56. Mr Lawrence could produce no empirical evidence to support this thesis, nor could Mr Ter Haar produce any empirical evidence to disprove it. Research into the position in other common law jurisdictions was inconclusive. As expert witnesses have, to date, had the benefit of immunity, how they will behave if that immunity is removed must be a matter of conjecture or, more accurately, reasoning. But if reasoning is applied, I do not find that it supports Mr Lawrence's thesis. An expert's initial advice is likely to be for the benefit of his client alone. It is on the basis of that advice that the client is likely to decide whether to proceed with his claim, or the terms on which to settle it. The question then arises of the expert's attitude if he subsequently forms the view, or is persuaded by the witness on the other side, that his initial advice was over-optimistic, or that there is some weakness in his client's case which he had not appreciated. His duty to the court is frankly to concede his change of view. The witness of integrity will do so. I can readily appreciate the possibility that some experts may not have that integrity. They will be reluctant to admit to the weakness in their client's case. They may be reluctant because of loyalty to the client and his team, or because of a disinclination to admit to having erred in the initial opinion. I question, however, whether their reluctance will be because of a fear of being sued at least a fear of being sued for the opinion given to the court. An expert will be well aware of his duty to the court and that if he frankly accepts that he has changed his view it will be apparent that he is performing that duty. I do not see why he should be concerned that this will result in his being sued for breach of duty. It is paradoxical to postulate that in order to persuade an expert to perform the duty that he has undertaken to his client it is necessary to give him immunity from liability for breach of that duty

  57. There is here, I believe, a lesson to be learnt from the position of barristers. It was always believed that it was necessary that barristers should be immune from suit in order to ensure that they were not inhibited from performing their duty to the court. Yet removal of their immunity has not in my experience resulted in any diminution of the advocate's readiness to perform that duty. It would be quite wrong to perpetuate the immunity of expert witnesses out of mere conjecture that they will be reluctant to perform their duty to the court if they are not immune from suit for breach of duty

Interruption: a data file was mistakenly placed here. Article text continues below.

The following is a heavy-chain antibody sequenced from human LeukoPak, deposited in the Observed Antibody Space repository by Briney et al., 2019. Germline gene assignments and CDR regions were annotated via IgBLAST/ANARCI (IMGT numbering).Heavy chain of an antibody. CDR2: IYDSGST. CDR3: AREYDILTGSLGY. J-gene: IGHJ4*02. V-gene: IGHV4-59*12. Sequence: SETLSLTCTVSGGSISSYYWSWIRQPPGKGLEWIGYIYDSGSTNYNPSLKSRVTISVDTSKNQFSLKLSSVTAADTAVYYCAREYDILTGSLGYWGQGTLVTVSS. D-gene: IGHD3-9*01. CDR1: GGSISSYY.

Will the diligent expert witness be harassed by vexatious claims for breach of duty?

  58. There is an overlap between this question and the last. The rational expert witness who has performed his duty is unlikely to fear being sued by the rational client. But unsuccessful litigants do not always behave rationally. I can appreciate the apprehension that, if expert witnesses are not immune, they may find themselves the subject of vexatious claims. But again I question the extent to which this apprehension is realistic. It is easy enough for the unsuccessful litigant to allege, if permitted, that a witness of fact who has given evidence against him was guilty of defamatory mendacity. It is far less easy for a lay litigant to mount a credible case that his expert witness has been negligent

  59. The present case is unusual in that, on the agreed facts, the respondent has admitted to putting her signature to a joint report that did not express her views. There is nothing vexatious about the present claim. Where, however, a litigant is disaffected because a diligent expert has made concessions that have damaged his case, how is he to get a claim against that expert off the ground? It will not be viable without the support of another expert. Is the rare litigant who has the resources to fund such a claim going to throw money away on proceedings that he will be advised are without merit? The litigant without resources will be unlikely to succeed in persuading lawyers to act on a conditional fee basis. A litigant in person who seeks to bring such a claim without professional support will be unable to plead a coherent case and will be susceptible to a strike out application. For these reasons I doubt whether removal of expert witness immunity will lead to a proliferation of vexatious claims. I am not aware that since Hall v Simons barristers have experienced a flood of such claims from disappointed litigants

    Will there be a risk of a multiplicity of suits?

  60. For the reasons that I have already given I do not believe that there will. I have, however, been considering thus far the position of expert witnesses in civil cases. I believe that my conclusions hold good in the case of the duty owed by an expert witness to the client who retains him in a criminal trial. I concede, however, that the risk of vexatious claims from those convicted of criminal offences may be greater. Such claims will, however, be struck out as an abuse of process unless the convicted client first succeeds in getting his conviction overturned on appeal see Hunter v Chief Constable of the West Midlands Police [1982] AC 529